Introduction to Evergreen Browning: Evergreen trees turning yellow or brown can alarm gardeners, but this phenomenon is frequently a natural part of their seasonal aging. Distinguishing between normal aging and potential problems is key to proper care.
Natural Aging Process: Many healthy evergreens exhibit yellowing and browning, particularly on older branches, during autumn. This is a normal process where trees shed affected needles, causing concern among gardeners who might not recognize it as a natural cycle.
Identifying Nutrient Deficiencies: Yellowing branches could signal nutrient deficiencies. Stunted growth indicates possible nitrogen shortage, while yellowed branch tips turning reddish-brown may point to a lack of potassium. Both scenarios warrant a soil test for confirmation and can be remedied by supplementing the deficient nutrient.
Insect Damage Considerations: Insect infestations can mimic nutrient deficiency symptoms, making close inspection crucial. Dan Gilrein, an entomologist, emphasizes the importance of examining for specific pests that affect evergreens.
Common Pests and Treatments:
- Arborvitae Leafminer: This pest targets arborvitaes, appearing as tiny caterpillars that turn into tan moths. Infestations result in browned leaf tips, often mistaken for drought stress. Treatment involves early summer application of products containing Spinosad.
- Scales: These insects drain chlorophyll, causing foliage discoloration. They excrete honeydew, leading to sooty mold and ant attraction. Control involves mid-spring applications of horticultural oil.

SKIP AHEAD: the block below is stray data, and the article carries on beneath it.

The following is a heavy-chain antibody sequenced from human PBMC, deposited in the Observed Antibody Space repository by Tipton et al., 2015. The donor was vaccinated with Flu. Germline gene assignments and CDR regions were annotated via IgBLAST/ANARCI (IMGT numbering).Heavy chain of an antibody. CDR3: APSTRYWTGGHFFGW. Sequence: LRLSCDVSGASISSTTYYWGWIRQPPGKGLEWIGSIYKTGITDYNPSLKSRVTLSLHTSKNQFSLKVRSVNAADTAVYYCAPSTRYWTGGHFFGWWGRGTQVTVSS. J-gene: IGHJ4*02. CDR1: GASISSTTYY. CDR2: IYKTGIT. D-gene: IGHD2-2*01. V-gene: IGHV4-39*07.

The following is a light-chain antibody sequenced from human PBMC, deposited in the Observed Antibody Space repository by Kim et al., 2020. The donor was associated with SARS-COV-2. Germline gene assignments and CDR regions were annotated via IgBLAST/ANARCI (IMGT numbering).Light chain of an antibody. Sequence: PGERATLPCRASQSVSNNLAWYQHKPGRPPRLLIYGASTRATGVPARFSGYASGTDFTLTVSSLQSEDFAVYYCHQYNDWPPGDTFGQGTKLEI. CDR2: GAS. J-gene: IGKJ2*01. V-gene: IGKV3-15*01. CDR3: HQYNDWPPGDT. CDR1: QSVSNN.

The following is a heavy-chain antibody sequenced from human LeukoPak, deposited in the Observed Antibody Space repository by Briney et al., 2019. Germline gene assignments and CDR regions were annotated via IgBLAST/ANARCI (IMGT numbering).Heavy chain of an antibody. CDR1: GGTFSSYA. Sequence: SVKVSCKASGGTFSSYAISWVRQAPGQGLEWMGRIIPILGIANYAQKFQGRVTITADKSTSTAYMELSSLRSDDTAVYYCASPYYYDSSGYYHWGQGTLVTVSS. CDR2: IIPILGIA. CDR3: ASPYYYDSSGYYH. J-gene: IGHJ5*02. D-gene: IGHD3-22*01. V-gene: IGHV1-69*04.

- Spider Mites: Known for chlorophyll extraction and leaving yellow foliage, they’re active in spring and fall. A hose stream can dislodge them, and severe infestations may require horticultural oil treatment.
- Bagworms: These can cause complete browning of evergreens. Removal of their “bag” shelters or treatment with Bt insecticide in late June through July is effective.
Preventative Measures: Diversity is key in planting to avoid creating a feast for host-specific pests. Limiting any one species to 5% of your garden’s flora can prevent extensive damage from insect infestations or diseases.
Conclusion: While evergreen browning is often a natural part of the tree’s lifecycle, certain signs can indicate more serious issues. Regular monitoring and understanding specific symptoms are essential in maintaining healthy evergreens.
Further Resources: For more gardening tips and advice, gardeners can subscribe to Jessica Damiano’s Weekly Dirt Newsletter and follow her regular columns with The AP.